Justin Skouby stands watch at the bow of a boat for log debris in the creek while a group of men head over to the town levee on Tuesday, May 22, 2019 in Wilton, Mo., farming town next to the Missouri River. The men made trips with their boat carrying roughly 20-30 sandbags at a time to fortify a levee to prevent the oncoming water form the Missouri River from flooding their crop land.
The river bottom in Wilton, Mo. farming region lays underwater after weeks of flooding on Tuesday, May 22, 2019 due to levee breaches from water flowing in from the Missouri River.
A Tree stand in the middle of a field next to the Missouri River on Saturday, April 6, 2019 near Easley, Mo. The river bottoms are used to farm crops such as corn and soy beans.
David Atterberry drives his boat through a flooded section of Mokane, Mo. Atterberry lives at home with his mother and his dog. The water has flooded their backyard. They’ve moved all their valuables out of their home. “It used to be every two years a flood and recently it’s been every year and now it’s a couple times every year,'“ said Atterberry. “You get used to it.”
Opie Diederich, 2, plays in dirt being used to fill sandbags to prevent flooding on Tuesday, May 22, 2019, in Wilton, Mo. Opie’s grandfather, Robert Diederich, along with his brother, Stephen, rebuilt the towns levee after the flood of 1993. The Diederich brothers created a levee association with some of the other farmers at the time. “Their whole livelihood is about keeping the water out of this bottom,” said Eric Gies, a neighbor of the Diederich.
Ethan Hilgedick lines sandbags over the top of a levee on Tuesday, May 22, 2019 in Wilton, Mo. A group of four men made multiple trips in their boat pilled with sandbags to fortify strategic points of the levee in anticipation of a incoming storm and future flooding.
Jackson Skouby, 10, loads dirt into sandbags in anticipation of a storm with family, friends, and other volunteers on Tuesday, May 22, 2019, in Wilton, Mo. “I could follow a creek back to my house,” said Jackson. Sandbagging was his effort to help prevent the water from the Missouri River from Flooding their home.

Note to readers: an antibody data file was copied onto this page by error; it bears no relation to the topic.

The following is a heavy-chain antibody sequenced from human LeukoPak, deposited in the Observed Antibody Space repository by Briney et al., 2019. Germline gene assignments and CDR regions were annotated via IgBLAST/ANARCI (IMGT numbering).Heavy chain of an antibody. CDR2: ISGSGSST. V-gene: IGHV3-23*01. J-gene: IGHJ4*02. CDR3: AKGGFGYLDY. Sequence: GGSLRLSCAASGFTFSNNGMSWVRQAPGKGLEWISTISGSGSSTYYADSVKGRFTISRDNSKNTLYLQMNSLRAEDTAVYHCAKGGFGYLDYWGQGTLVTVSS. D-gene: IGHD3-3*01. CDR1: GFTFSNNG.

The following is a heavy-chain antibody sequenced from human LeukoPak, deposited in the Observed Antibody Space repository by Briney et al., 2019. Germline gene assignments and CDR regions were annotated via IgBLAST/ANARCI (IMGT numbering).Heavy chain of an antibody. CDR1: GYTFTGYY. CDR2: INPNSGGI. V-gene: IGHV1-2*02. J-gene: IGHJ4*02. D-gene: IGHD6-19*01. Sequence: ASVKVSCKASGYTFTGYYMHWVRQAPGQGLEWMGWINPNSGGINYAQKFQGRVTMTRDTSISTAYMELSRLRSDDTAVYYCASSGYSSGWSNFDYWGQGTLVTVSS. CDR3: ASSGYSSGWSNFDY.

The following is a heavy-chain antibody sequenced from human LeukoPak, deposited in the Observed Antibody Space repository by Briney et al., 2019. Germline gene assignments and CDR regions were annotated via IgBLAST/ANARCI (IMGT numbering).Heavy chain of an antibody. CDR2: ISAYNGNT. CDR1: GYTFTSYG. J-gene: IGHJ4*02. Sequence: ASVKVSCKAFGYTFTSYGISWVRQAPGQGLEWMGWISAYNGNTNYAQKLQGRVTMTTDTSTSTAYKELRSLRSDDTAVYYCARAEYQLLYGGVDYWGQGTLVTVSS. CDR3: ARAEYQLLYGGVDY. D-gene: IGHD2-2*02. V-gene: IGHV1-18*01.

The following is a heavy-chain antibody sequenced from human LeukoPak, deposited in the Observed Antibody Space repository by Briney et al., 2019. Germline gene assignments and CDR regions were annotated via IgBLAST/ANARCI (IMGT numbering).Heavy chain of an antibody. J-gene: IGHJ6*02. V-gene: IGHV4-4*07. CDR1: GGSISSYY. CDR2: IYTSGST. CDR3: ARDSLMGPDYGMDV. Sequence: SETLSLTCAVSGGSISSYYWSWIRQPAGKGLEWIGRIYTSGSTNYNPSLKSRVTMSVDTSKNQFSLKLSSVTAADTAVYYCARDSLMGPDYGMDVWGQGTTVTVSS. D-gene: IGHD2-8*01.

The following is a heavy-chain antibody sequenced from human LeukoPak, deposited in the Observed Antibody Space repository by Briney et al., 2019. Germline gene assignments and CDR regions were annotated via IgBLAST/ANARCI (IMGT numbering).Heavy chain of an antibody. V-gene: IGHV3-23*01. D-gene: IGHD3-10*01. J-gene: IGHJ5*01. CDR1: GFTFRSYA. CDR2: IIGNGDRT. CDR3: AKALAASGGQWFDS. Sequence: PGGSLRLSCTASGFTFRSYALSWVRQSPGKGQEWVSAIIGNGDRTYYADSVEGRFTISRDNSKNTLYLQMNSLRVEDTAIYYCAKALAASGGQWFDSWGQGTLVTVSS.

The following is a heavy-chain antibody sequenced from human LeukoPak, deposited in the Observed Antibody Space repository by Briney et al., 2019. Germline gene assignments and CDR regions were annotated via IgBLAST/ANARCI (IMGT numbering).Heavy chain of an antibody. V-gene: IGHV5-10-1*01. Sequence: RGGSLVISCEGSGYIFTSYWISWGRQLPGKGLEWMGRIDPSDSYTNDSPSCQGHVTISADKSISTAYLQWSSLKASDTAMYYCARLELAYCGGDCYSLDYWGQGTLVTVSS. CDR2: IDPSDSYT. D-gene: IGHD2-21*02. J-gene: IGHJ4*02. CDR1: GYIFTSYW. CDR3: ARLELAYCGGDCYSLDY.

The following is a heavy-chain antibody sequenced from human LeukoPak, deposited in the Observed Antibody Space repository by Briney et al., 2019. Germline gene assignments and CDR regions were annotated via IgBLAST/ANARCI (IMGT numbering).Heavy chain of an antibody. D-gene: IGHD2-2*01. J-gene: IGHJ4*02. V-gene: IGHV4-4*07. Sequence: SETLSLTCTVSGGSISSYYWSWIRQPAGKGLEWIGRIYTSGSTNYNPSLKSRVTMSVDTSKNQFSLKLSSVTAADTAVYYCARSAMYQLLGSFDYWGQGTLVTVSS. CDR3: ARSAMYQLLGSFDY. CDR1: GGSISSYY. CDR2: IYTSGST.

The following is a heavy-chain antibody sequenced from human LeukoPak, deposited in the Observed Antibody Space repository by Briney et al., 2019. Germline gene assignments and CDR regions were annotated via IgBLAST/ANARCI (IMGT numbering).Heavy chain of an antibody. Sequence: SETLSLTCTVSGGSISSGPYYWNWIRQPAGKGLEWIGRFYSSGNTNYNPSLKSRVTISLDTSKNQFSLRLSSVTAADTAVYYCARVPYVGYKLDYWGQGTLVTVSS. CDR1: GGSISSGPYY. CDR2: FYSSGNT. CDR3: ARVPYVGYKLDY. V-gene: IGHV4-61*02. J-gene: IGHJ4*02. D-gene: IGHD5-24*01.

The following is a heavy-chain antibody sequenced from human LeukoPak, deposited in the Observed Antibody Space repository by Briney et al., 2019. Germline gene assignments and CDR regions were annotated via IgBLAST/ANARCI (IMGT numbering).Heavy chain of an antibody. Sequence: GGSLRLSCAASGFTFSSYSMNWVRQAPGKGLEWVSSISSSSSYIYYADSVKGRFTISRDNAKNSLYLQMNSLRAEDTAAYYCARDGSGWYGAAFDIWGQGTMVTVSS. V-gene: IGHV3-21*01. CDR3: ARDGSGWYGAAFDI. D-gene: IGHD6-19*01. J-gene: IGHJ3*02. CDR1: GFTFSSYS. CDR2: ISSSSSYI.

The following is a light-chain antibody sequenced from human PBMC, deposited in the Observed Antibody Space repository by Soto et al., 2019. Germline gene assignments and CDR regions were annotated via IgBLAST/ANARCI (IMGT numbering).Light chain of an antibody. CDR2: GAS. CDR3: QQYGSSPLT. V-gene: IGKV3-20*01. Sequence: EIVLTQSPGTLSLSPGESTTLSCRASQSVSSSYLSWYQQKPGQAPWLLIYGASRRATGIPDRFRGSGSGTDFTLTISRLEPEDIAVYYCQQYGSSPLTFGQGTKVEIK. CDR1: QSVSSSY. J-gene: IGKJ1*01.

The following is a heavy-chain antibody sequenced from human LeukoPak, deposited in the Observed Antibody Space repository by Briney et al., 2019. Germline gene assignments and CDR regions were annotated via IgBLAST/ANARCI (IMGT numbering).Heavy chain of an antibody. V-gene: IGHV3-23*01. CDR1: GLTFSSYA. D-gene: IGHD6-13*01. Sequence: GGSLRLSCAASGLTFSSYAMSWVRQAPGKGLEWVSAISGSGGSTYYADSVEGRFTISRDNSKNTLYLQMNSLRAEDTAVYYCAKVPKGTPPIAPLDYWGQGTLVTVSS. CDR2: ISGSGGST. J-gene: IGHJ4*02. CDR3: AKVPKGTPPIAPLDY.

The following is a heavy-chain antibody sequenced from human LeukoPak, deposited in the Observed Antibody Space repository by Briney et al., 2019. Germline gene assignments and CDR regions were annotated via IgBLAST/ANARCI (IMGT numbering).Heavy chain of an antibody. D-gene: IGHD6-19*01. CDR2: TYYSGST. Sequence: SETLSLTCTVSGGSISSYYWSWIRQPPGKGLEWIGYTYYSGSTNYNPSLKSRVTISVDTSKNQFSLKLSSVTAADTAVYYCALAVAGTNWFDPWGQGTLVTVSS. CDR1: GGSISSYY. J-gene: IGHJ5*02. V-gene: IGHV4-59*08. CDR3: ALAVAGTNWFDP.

Mia Heyen, 8, and Rylie Skouby, 6, rest on top of a truck after playing in the dirt on Tuesday, May 22, 2019, in Wilton, Mo. Locals and volunteers had been sandbagging all day while most of the children were playing with each other.
Mia Heyen, 8, holds a frog she caught on Tuesday, May 22, 2019 in Wilton, Mo. The local children played in the dirt while some of their parents helped sandbag to prevent river water from flooding their town.
Bugs fly in swarms above the Mississippi River on April 20, 2019, on Highway 51 near Perryville, Mo.
Downtown Mokane, Mo. lays underwater after weeks of water flowing in from the Missouri River. Concrete walls with sandbags on both sides were built to protect Mokane from flood waters outside of American Veterans Post #153 on Saturday, June 9. The community started putting the wall up on May 21, 2019. They had roughly 30-40 people come to help sandbag through Thursday. A Facebook post brought together members of the community and people from as far as Mexico, Missouri, to help sandbag. "Everybody worked in unison. Everyone's someone's kin around here," said Danny Lamons.
Shovels and boots lay on a bed of gravel being used to fill sandbags on Tuesday, May 22, 2019, in Wilton, Mo.
Cora Wiley, 17, started working at Jolly Cone Drive-In in Van Buren, Mo., when she was roughly 14-years -old. The community gathering spot for the town of about a 1,000 suffered flooding from the nearby Current River about two years prior. The water level rose to the tops of it’s windows.
Miley West, 8, Dusty, 5, hold on to their mother Shanna while they wait for their orders of ice cream on one of the first days that Jolly Cone Drive-In was open for the warmer seasons on Friday, April 19, 2019 in Van Buren, Mo,. a town in the southeast Missouri town of roughly a 1,000 people next to the Current River.
Peony petals lay in a creek on Tuesday, May 22, 2019 in Wilton, Mo. Mia Heyen, 8, and Rylie Skouby, 6, started throwing the petals into the water after giving one of the flowers to Rylie’s mother, Danielle Skouby.
Waves from the Mississppi River crash against a riverside road near Perryville, Mo. The water level in this photo, taken on April 19, 2019, was recorded to be 35.60 feet. During the flood of 1993, the river crested at 49.74 feet, according to the National Weather Service. As of June 21, 2019, the river had risen to 41.40 feet, but National Weather Service predictions were showing a decline.